Counterfeit Cosmetics – The Ugly Side of The Beauty Industry

Within multiple industries, the production and distribution of counterfeit products is just one in a long list of issues to contend with. Naturally, the most lucrative markets tend to be the ones which attract this type of negative attention, and few markets have proven themselves more lucrative than cosmetics. Regarded as part of an elite group of “Recession Proof Industries”, the cosmetics market is growing at a steady rate of approximately 3% per year, with the industry worth around $445 billion in 2016 (Refinery 29, 2017). This same year the industry spiked, growing around 12% (Refinery 29, 2017). Large companies such as Estee Lauder have begun to understand the detrimental impact this is having on their brand’s reputation and have forged departments solely to focus on solving the issue.

“The global security team has been led by the former head of the U.S. Drug Enforcement Administration’s New York office, and it employs 42 full-time agents around the world” (Bloomberg, 2017).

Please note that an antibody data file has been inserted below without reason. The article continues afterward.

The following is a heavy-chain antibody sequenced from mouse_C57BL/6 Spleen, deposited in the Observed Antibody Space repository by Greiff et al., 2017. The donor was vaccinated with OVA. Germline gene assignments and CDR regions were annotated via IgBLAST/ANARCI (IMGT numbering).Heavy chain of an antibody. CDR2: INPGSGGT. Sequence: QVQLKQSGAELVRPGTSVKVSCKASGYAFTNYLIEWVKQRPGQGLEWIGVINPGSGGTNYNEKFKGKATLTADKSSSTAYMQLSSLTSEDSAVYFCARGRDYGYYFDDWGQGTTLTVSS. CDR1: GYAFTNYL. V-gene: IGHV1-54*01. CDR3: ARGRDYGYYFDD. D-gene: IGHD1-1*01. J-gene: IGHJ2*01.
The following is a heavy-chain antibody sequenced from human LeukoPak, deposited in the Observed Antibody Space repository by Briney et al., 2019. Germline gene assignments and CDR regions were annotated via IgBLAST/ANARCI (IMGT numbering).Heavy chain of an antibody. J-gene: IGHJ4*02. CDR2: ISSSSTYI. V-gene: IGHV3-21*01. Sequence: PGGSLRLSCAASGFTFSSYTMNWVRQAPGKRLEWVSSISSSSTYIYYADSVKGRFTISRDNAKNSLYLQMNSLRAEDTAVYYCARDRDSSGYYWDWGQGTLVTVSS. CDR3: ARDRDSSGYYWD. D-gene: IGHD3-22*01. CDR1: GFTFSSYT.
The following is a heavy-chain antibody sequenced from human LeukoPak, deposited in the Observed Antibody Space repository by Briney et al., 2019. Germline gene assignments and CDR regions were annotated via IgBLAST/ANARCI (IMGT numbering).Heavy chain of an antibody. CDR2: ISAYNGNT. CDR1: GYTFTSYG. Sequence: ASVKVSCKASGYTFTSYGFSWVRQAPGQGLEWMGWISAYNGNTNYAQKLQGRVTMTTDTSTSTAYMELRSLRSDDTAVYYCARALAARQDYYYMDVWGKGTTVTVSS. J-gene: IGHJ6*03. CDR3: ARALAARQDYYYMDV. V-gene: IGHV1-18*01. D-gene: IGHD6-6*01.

Unfortunately, due to a lack of consumer knowledge and insight, many purchase these counterfeit goods completely unaware of their lack of authenticity. Consumers usually believe they have found cosmetics products on fire sale, and jump at the chance of purchasing the product up to 50% below its recommended retail price. Approximately 83% of Homeland Securities counterfeit cosmetics seizures originated from Hong Kong or Mainland China (Bloomberg, 2017), and with the small quantities that these products come packaged in, it is incredibly easy for these knock-offs to flood developed markets. These fake cosmetics have obvious health risks, including Acne, Eye Infections, Swelling and Chemical Burns, with effects potentially remaining long after use (Bloomberg, 2017).

Help to avoid all the above issues with the UWI Label. The unique technology makes attempts to replicate the label extremely complex, expensive and time-consuming. Furthermore, its automatic activation means you can determine whether a product has been opened and therefore potentially had its contents altered or replaced. Take a stand against counterfeiters, and use the UWI Label!

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